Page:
She was the strongest person I’ve ever known. But she was also terrified and insecure and filled with self-loathing. She was self-destructive, angry, and she could be cruel. Her struggle was fueled by a debilitating addiction to alcohol. My childhood was defined by never knowing when my mother would turn on me. I could come home at any time and find her blacked out. Her episodes weren’t a night where she got too drunk and passed out. If she drank I prepared for a weeks to months-long ordeal. She’d lose her job, threaten people, alienate friends and family, hurt herself, threaten suicide, harass and taunt me, and eventually end up in handcuffs, a mental institution or a rehab center.
Ever since I could remember, I knew my mother was different than the other mothers I grew up around. She wasn’t a bad person. She was just sick. But for most of my adolescence, I couldn’t understand that. When I was 5 years-old my mom tried to fist fight my dad and eventually locked him in a closet. My friend’s mother picked me up from camp because my mom was too drunk to drive. One time my mom and her boyfriend blacked out and left my friend and I behind at Universal City Walk. I remember she would disappear for weeks with mysterious friends in Cambria, drinkin and partying. At 16 I packed up her apartment with my friends when she was evicted because the police were called on her one too many times. These moments defined much of my childhood and fed my reckless teenage years. I fell into a deep depression and medicated with weed, coke, mushrooms, meth and alcohol. Both of us, victims of our depression and addictive personalities, lived under one roof.
But it wasn’t just drunken episodes. There was sadness inside of my mother that ruled her life. A month after her diagnosis, my mother’s neighbor mouthed off because she had complained about debris on her front doorstep from the construction next door. When he told her, “Calm down, lady,” my mother got right in his face and said, “I got cancer, motherfucker,” which was of course followed by the inevitable, “So why don’t you suck my dick, bitch.” Sober or drunk, she couldn’t outrun her anger, the same anger I now recognize in myself.
After a lifetime of drug and alcohol abuse, my mother got sober in 2008. I was 20 years-old. She remained sober until her death. But before that came diagnoses of Hepatitis C and cirrhosis of the liver. I didn’t know both often lead to liver cancer, but I wish I had bothered to find out.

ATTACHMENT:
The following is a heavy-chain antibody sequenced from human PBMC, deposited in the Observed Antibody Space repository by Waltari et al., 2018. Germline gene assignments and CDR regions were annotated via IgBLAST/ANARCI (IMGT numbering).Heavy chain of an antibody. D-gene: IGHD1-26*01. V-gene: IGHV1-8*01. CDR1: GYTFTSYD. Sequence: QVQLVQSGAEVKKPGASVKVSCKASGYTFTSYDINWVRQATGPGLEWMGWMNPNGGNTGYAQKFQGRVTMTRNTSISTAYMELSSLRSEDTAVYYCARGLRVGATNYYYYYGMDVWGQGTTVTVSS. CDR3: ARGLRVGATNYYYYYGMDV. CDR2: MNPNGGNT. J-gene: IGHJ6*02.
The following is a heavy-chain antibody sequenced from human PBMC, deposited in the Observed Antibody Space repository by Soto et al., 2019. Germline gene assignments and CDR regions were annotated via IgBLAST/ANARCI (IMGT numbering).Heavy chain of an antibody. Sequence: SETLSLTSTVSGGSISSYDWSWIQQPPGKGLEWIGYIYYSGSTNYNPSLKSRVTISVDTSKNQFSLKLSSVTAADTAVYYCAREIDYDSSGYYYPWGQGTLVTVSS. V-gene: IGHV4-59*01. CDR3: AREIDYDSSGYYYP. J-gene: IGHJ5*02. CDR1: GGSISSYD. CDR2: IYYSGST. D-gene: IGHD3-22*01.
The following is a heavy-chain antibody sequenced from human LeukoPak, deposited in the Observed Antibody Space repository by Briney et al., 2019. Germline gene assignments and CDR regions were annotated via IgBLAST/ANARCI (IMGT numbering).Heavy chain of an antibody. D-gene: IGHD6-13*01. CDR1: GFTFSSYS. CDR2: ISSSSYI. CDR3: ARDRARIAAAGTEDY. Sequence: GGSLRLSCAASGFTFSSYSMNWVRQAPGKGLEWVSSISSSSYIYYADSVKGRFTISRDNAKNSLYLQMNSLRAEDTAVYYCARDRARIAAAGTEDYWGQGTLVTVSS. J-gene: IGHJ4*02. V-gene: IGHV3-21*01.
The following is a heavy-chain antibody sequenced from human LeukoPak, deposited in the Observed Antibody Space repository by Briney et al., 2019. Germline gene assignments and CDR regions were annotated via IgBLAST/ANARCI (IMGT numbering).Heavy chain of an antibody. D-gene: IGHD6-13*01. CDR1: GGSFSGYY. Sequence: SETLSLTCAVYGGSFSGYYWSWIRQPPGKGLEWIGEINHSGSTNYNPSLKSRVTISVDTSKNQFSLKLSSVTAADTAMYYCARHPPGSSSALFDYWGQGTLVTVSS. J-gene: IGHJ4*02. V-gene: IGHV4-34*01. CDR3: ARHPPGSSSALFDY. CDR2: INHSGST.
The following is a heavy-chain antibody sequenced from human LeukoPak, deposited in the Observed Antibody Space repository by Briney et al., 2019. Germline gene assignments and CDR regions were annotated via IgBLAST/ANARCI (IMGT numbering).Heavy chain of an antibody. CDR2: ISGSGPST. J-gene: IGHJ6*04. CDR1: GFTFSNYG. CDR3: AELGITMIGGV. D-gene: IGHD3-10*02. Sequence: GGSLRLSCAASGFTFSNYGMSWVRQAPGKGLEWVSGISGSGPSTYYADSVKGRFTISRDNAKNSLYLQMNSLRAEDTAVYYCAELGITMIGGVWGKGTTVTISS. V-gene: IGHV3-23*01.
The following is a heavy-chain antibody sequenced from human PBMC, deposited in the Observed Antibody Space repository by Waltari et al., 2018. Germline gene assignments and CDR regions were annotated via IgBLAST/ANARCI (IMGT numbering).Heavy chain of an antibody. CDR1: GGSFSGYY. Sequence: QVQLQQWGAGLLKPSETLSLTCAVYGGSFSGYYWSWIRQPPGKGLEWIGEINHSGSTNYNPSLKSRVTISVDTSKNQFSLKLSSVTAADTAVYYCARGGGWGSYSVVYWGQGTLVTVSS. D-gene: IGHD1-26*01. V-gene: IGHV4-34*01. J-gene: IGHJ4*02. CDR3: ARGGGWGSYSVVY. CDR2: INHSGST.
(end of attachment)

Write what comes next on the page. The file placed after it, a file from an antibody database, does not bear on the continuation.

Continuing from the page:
I remember the night my mother told me she was dying so clearly. It was Thursday. I’d moved into a studio apartment a few months prior with a bed, a couple of hand-me-downs, and some wobbly Ikea bookshelves. I was almost through my last few weeks of working in a food court. She picked me up after her shift at the telemarketing company she worked for in the last years of her life, a job I got her when her disability ran out and she’d been blacklisted from make-up artistry, a career she thrived at for 35 years. I remember that we drove through Beverly Glen like every other night, and we talked about movies I wanted to see. How I told her about the script I was working on with Nick, my writing partner. She nodded and listened and asked the same questions she always asked.
When we pulled up to my place, the mood changed. She asked if she could come inside for a minute. She excused herself to the bathroom, and I checked my Facebook for something that doesn’t matter now. She sat on one of my uncomfortable wooden chairs because I couldn’t afford a couch, then she looked at me and took my hand and said, “I have cancer and I’m going to die.” I cried and shook my head and said the word ,“No,” over and over, like if I said it enough times I would wake myself from a nightmare. I remember that moments after she told me this, my eyes still teary, I looked over at my shelves of DVDs–all perfectly alphabetized–and noticed I’d incorrectly placed Tommy Lee Jones’ The Three Burials of Melquiades Estrada after Mike Mills’ Thumbsucker, and thought about how I’d have to fix that later. How I remember even thinking in that moment, “Why are you thinking this?” Sometimes when you’re in shock, your mind wanders to mundane thoughts and you wonder if there’s something wrong with you. There should only be one thing on your mind but there never is.